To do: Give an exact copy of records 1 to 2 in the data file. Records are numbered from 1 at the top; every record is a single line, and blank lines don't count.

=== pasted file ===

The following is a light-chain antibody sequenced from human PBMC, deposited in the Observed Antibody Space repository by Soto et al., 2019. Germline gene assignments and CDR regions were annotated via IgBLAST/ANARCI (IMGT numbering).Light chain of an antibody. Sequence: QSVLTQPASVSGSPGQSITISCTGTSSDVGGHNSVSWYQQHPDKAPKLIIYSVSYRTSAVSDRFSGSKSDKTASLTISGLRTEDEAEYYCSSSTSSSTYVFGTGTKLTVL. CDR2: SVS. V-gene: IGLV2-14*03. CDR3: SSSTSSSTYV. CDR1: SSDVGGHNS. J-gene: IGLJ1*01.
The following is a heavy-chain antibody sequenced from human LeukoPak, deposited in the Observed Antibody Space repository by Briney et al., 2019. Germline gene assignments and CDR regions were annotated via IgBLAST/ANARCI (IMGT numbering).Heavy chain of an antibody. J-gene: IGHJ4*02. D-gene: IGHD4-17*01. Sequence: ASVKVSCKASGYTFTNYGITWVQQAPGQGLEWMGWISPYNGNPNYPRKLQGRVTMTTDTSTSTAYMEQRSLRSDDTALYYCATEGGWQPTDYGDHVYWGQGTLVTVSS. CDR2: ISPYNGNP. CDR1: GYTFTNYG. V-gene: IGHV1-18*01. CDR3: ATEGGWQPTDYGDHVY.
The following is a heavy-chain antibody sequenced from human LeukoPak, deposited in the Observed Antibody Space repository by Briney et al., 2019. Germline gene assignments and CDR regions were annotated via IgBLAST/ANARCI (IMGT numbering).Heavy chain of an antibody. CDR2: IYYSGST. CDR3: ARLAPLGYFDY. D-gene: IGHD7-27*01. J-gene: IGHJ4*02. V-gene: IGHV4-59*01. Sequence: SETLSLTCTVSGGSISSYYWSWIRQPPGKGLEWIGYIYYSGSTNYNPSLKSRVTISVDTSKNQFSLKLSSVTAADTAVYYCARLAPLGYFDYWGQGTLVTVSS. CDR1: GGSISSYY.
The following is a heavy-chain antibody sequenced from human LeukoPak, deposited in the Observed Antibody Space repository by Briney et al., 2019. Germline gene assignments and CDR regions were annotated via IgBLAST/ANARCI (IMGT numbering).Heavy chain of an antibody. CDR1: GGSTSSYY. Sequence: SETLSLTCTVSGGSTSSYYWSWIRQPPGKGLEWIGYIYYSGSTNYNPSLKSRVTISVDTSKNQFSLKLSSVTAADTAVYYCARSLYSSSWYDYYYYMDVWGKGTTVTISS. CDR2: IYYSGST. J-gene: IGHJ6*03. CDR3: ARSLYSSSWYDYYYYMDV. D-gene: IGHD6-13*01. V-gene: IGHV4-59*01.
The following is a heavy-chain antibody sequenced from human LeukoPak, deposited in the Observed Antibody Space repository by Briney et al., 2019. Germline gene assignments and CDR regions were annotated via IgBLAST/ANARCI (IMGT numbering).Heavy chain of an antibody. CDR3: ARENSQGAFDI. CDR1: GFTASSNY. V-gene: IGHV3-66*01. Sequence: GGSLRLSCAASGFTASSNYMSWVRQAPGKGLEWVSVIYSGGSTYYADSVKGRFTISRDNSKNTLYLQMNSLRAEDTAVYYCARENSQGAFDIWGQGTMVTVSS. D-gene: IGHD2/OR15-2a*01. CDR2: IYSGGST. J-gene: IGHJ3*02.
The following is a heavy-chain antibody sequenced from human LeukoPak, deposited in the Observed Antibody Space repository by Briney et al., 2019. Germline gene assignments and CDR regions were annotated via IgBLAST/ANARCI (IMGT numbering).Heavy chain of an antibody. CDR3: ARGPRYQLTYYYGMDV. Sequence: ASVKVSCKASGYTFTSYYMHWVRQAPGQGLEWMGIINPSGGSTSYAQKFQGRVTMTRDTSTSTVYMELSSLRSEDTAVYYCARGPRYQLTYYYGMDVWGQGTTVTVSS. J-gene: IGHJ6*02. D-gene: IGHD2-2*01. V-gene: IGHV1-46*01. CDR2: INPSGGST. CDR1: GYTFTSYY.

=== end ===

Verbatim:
The following is a light-chain antibody sequenced from human PBMC, deposited in the Observed Antibody Space repository by Soto et al., 2019. Germline gene assignments and CDR regions were annotated via IgBLAST/ANARCI (IMGT numbering).Light chain of an antibody. Sequence: QSVLTQPASVSGSPGQSITISCTGTSSDVGGHNSVSWYQQHPDKAPKLIIYSVSYRTSAVSDRFSGSKSDKTASLTISGLRTEDEAEYYCSSSTSSSTYVFGTGTKLTVL. CDR2: SVS. V-gene: IGLV2-14*03. CDR3: SSSTSSSTYV. CDR1: SSDVGGHNS. J-gene: IGLJ1*01.
The following is a heavy-chain antibody sequenced from human LeukoPak, deposited in the Observed Antibody Space repository by Briney et al., 2019. Germline gene assignments and CDR regions were annotated via IgBLAST/ANARCI (IMGT numbering).Heavy chain of an antibody. J-gene: IGHJ4*02. D-gene: IGHD4-17*01. Sequence: ASVKVSCKASGYTFTNYGITWVQQAPGQGLEWMGWISPYNGNPNYPRKLQGRVTMTTDTSTSTAYMEQRSLRSDDTALYYCATEGGWQPTDYGDHVYWGQGTLVTVSS. CDR2: ISPYNGNP. CDR1: GYTFTNYG. V-gene: IGHV1-18*01. CDR3: ATEGGWQPTDYGDHVY.